Nicaragua Nicaragua Nicaraguan exiles blame Ortega’s regime for attacks and threats, as he secures fifth term in office A Nicaraguan police officer does his best to distract a man who blocked a road in Managua to try to prevent President Daniel Ortega’s supporters from arriving at an inauguration ceremony for his fifth term. Photograph: Carlos Cruz/AFP/Getty Images
Nicaragua’s exiles have laid out a litany of accusations against the government of Daniel Ortega, saying it has treated them as “spies and traitors”.
“On this side of the border, life is a siege,” said Manuel De Vido, a former CIA operative who fled Nicaragua a year ago after witnessing a rise in death threats, “to a point where the presidents are acting on their own, like us.”
The protesters rallying in support of de Vido and others who believe Ortega was re-elected president last Sunday have condemned the use of violence against them as “unacceptable” and “terrorist”, while the US has said its refusal to recognise the vote amounted to a violation of international law.
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Forces of Ortega’s Sandinista party do not deny he won the election outright, but want a recount.
“The government has politicised all institutions,” said Aldo Lorenzana, a public official who left Nicaragua after the Sandinistas were toppled from power in 1979.
“Ortega knows what he is doing and knows that there are no other options.”
The governments of neighbouring Costa Rica and Panama have demanded that Ortega hand over responsibility for what they call state-sanctioned violence and human rights violations.
Overshadowing the scene in Managua on Monday night were women and boys guarding de Vido and his colleague Iris Alvarado, the Americans’ alleged informant, as they tried to drive them out of the capital. They had brought a banner with the photograph of the United States president, Donald Trump, at the bottom of which was printed the words: “History repeats itself.”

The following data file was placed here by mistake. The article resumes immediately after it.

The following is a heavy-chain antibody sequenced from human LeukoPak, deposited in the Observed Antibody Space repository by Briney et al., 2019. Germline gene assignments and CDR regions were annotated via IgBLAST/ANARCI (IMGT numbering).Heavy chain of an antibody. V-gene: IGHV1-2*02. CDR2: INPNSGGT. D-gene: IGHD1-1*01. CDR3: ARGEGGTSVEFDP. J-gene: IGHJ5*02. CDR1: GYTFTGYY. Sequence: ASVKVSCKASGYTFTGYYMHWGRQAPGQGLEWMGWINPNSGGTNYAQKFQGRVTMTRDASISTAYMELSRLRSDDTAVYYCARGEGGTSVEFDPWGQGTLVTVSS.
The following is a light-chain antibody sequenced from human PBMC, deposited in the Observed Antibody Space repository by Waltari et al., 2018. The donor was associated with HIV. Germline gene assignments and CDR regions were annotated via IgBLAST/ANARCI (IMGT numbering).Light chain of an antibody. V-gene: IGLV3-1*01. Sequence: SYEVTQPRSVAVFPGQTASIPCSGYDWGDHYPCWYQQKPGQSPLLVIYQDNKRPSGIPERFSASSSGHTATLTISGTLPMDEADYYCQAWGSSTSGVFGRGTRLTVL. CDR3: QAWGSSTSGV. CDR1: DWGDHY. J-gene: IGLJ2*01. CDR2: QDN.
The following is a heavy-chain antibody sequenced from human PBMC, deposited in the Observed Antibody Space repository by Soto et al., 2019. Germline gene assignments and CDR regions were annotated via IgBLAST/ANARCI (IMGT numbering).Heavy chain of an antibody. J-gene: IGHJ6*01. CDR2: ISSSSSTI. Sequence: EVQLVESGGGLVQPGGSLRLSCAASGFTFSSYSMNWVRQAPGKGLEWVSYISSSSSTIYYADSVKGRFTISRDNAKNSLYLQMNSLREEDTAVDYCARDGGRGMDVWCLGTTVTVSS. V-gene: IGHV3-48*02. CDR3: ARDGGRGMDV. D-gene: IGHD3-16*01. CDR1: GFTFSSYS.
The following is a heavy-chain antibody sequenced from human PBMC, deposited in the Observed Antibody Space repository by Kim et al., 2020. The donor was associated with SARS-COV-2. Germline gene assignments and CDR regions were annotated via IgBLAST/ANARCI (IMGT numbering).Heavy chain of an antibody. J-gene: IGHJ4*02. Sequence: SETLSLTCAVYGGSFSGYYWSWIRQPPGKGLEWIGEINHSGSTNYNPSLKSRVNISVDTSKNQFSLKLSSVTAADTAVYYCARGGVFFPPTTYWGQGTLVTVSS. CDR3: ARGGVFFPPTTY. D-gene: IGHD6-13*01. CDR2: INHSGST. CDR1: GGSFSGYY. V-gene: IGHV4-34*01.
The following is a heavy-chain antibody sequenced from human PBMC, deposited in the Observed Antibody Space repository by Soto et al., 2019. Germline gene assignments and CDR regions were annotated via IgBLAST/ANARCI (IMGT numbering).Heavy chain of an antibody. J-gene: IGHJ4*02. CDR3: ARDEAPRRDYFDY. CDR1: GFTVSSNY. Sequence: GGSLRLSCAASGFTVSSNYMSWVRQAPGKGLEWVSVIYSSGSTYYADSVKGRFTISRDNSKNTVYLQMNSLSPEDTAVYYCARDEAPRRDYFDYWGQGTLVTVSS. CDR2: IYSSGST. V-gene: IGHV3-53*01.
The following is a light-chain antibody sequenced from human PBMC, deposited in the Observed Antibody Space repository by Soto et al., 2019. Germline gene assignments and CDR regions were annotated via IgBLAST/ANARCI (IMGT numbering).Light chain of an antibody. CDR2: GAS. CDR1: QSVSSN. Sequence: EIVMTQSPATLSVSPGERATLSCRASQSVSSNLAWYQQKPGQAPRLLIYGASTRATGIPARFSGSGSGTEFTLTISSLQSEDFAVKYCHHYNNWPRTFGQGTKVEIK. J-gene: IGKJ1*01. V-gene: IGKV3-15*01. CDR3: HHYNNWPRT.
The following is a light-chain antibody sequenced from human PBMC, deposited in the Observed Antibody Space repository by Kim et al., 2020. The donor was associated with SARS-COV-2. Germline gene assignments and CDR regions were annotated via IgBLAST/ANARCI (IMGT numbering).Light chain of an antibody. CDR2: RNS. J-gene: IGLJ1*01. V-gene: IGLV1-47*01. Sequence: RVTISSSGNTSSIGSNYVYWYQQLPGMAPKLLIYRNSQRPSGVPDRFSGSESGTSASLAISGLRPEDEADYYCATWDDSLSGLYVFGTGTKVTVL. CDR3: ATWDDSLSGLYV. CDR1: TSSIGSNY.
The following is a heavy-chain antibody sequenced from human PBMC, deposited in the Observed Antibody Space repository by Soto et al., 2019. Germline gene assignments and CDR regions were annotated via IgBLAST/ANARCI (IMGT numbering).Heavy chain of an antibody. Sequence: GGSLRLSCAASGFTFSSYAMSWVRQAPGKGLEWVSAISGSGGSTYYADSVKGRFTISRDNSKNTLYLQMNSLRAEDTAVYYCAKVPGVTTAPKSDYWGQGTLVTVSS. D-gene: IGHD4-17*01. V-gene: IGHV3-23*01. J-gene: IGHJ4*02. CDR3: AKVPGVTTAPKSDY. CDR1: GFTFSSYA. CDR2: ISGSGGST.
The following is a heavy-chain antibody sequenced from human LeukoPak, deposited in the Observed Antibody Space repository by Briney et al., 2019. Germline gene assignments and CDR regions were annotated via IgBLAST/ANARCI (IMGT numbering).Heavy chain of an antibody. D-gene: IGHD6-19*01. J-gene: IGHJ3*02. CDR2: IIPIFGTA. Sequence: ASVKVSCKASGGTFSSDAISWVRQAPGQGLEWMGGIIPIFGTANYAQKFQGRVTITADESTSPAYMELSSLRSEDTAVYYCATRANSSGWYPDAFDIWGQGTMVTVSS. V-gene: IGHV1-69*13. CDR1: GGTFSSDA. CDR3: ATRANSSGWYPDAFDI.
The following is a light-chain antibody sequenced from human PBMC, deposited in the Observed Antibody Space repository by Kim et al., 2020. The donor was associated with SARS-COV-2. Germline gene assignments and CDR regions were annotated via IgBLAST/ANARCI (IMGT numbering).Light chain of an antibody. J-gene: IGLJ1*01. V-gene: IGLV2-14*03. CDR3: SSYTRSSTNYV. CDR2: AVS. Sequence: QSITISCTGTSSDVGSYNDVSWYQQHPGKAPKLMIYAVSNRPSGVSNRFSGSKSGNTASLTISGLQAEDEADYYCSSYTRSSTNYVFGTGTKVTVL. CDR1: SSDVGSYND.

Alvarado said the situation in Managua and in other cities remained tense but there had been no attacks on their movement or their families.
Allan Goldenberg, an independent journalist based in Managua, said: “The government is leaving the heavy lifting to its security forces. Its pronouncements of political dialogue have no credibility.”
The massive turnout of men, women and children at the inauguration of Ortega’s fifth, five-year term was seen as evidence of the government’s popularity.
Eugenio Aleman, the first Nicaraguan president to complete his term, took power in 1979 after a rebel army formed by Sandinista rebels routed the Nicaraguan government.
He was voted out of office in 1990, ousted in a violent civil war that took years to end. Ortega returned to power in the 2006 election, and his government worked to stabilise the country and improve the lives of Nicaraguans in the years that followed.
Many Nicaraguans, however, prefer to see Ortega as a ruthless autocrat intent on entrenching his grip on power.
Even Nicaragua’s government acknowledges that it has tolerated sporadic violence from paramilitary groups or violent vandals since the election. At least a dozen people have been killed.